When people talk about sustainability or climate change, they always talk about CO2. That’s not the issue for us, except when we’re flying around. We don’t have a huge CO2 emission. What we are really concentrating on at Breitling is fighting against plastic. So we want to be plastic free, or not create plastic waste. And I think we will achieve this in the next one or two years. We’ve changed many processes – not to use plastic in transportation, etc. And [if what] we produce has plastic, we will recycle that plastic. We want to be plastic free in the next 2-3 years.
This ties in to your new packaging.
Exactly. Our new packaging goes into this circular ecology, meaning that not only our packaging is made of recyclable materials, but you can recycle it again because it’s full plastic and you can recycle it again. I think is the only way to solve the problem: it’s having that circular sustainability and always [making sure materials are] reusable.
Another global issue that was COVID. You started in the role in 2017 with a 5 year plan. Have you achieved what you set out to achieve? Are you happy with the results?
We have strongly overachieved our plans. We had our incredible record year last year, and we’ve been starting in the new year also with record sales, so the brand is doing very well. I think our design is one of the nicest in the industry. It’s very contemporary and I think our style, with its modern retro feel, with our boutiques, with our advertising, it’s super nice. And I think the values – what we call neo-luxury – sustainability, casual and inclusivity, works. Sustainability we’ve already discussed about it. Casual, we want to be the cool and relaxed alternative to everything out there. We’re less formal than others. We’re not in Formula One and golf etc. We’re in triathlons. We’re in surfing. So it’s much more approachable, and that reflects also our third element. We’re exclusive by price and by distribution, but we don’t want to be exclusive by arrogance. These three elements, these values are great post-COVID values.
How have the last five years changed how you view the next five years?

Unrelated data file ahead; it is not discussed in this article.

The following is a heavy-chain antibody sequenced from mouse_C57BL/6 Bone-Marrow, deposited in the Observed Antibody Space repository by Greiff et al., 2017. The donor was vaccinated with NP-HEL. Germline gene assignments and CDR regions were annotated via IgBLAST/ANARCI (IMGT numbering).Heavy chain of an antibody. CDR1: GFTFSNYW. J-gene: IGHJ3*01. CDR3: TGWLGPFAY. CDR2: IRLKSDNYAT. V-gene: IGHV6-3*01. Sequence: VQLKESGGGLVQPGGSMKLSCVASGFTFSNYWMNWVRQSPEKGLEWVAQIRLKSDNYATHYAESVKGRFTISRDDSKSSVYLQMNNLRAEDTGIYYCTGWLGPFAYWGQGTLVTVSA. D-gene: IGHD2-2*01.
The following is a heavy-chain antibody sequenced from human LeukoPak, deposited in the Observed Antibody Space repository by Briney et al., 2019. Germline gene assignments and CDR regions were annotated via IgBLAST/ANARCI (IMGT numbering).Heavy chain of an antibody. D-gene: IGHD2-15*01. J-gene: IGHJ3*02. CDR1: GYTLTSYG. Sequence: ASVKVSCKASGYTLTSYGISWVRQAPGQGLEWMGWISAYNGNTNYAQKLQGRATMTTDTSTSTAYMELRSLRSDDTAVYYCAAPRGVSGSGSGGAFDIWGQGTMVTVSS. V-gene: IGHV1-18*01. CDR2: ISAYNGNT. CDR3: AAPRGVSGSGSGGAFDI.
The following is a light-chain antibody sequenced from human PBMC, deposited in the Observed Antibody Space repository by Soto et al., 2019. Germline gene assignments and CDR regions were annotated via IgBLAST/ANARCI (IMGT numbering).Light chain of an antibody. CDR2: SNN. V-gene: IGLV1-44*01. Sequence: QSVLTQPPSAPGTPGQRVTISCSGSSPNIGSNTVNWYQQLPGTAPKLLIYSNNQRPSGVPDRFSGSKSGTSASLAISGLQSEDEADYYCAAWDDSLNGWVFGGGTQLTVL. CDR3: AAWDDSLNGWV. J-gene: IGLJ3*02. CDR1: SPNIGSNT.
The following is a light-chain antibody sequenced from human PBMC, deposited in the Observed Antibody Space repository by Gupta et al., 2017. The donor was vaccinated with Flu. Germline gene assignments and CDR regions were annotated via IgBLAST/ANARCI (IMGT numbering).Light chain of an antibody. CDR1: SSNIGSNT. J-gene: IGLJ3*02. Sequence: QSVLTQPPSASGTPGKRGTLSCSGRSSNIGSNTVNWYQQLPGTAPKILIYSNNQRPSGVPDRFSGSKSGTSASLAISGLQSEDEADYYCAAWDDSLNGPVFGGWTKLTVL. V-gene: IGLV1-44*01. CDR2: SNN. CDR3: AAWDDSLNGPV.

I think what the last 4 or 5 years have taught us is you cannot plan anything. You always have a new crisis and you have always to be super flexible and you need to adapt to any situation all the time. And I think you need to have a lot of courage to go new ways. Our design totally changed. Our sustainability policy – everything we are doing is something which is important. You cannot stand still. The Swiss watch industry is very slow to reach, very slow to adjust and to adapt and we try to be ahead of the curve in everything we’re doing. So it’s visibility. It’s courage. It’s adaptability, in a world that is confronted with new crises every day.
What’s your strategy for Asia-Pacific going forward?
It’s basically the same all over the world. I think we will have a huge retail push with our partners. We have internal retail and external retail, but today customers want to have a 360 experience. The want to immerse in the brand, and I think it is very important to strengthen our retail networks with our partners and to be present in all these countries. It’s sometimes more or less difficult depending on import duties, in terms of taxes. What you can do, etc. And also with the situation. In Southeast Asia, it’s opening now. It’s hard to gauge right now. [Countries like Cambodia, Vietnam] are moving because the supply chains are going somehow from China to Vietnam or Thailand. I see a very positive development in Southeast Asia. I see a huge development for the region.
Do you have any message for The Hour Glass clients and readers?
We’re very happy with the partnership with The Hour Glass. You have different concepts – different retail concepts, and it’s very high quality, cultivated environment, very different to other retailers. The only recommendation is to check out our products at The Hour Glass.